Hurricane Irma - September 5-14, 2017
A tropical wave moved off the west coast of Africa on August 27th. Its
associated thunderstorm activity concentrated near
the northern portion of the tropical wave on the 28th and 29th. By the
evening of the 29th, a tropical depression had formed.
That night, the depression had strengthened into a tropical storm named
Irma while located west of Cabo Verde. The cyclone
strengthened rapidly, with Irma becoming a hurricane early on the 31st
and a major hurricane that evening. The dangerous
hurricane fluctuated in intensity through the 3rd due to eyewall
replacement cycles while turning west-southwest.
The system had become larger by the 4th, heading towards the northern
Leeward Islands while restrengthening. Maria
reached peak intensity on the 5th just east-southeast of Barbuda. Striking
Barbuda and St. Martin, Irma moved just north
of Puerto Rico and the Dominican Republic while approaching the Bahamas.
Irma made landfall in Little Inagua, then scraped
the northern coast of Cuba, making landfall at Cayo Romano on the night of
the 8th before moving across the Cuban Keys. Irma
then turned sharply northwest and intensified while heading towards Key West,
striking Cudjoe Key on its way to Southwest Florida.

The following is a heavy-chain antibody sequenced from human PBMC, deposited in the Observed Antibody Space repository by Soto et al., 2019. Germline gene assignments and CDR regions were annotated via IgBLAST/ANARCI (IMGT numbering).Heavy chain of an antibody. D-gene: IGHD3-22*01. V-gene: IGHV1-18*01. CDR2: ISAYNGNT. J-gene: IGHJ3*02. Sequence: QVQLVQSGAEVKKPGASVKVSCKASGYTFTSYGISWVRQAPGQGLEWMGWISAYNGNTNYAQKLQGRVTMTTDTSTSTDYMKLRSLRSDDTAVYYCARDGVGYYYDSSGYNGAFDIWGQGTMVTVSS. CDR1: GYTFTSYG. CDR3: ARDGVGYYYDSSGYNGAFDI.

Irma weakened while interacting with an upper level trough and the Florida
landmass, making landfall east of Naples on the 10th
before weakening while moving through the western Florida peninsula. Irma
regained tropical storm status on the morning of the
11th while interacting with a much cooler airmass. Tallahassee set a new
record low maximum for the month of September when
Irma's center went by to their northeast. Irma tracked northwestward,
moving into southeast Missouri, then southern Illinois
before dissipating on the afternoon of the 13th.
The Puerto Rico graphics below show the storm total rainfall for Irma, which
used rain guage information from the National Weather
Service River Forecast Centers, Forecast Offices, and CoCoRAHS.
The first three graphics below for the Lower 48 show the storm total rainfall
for Irma, which used rain guage information from the
National Weather Service River Forecast Centers, Forecast Offices, and CoCoRAHS.
The fourth graphic uses the official National Weather
Service multi-sensor rainfall estimates, which include radar-derived information.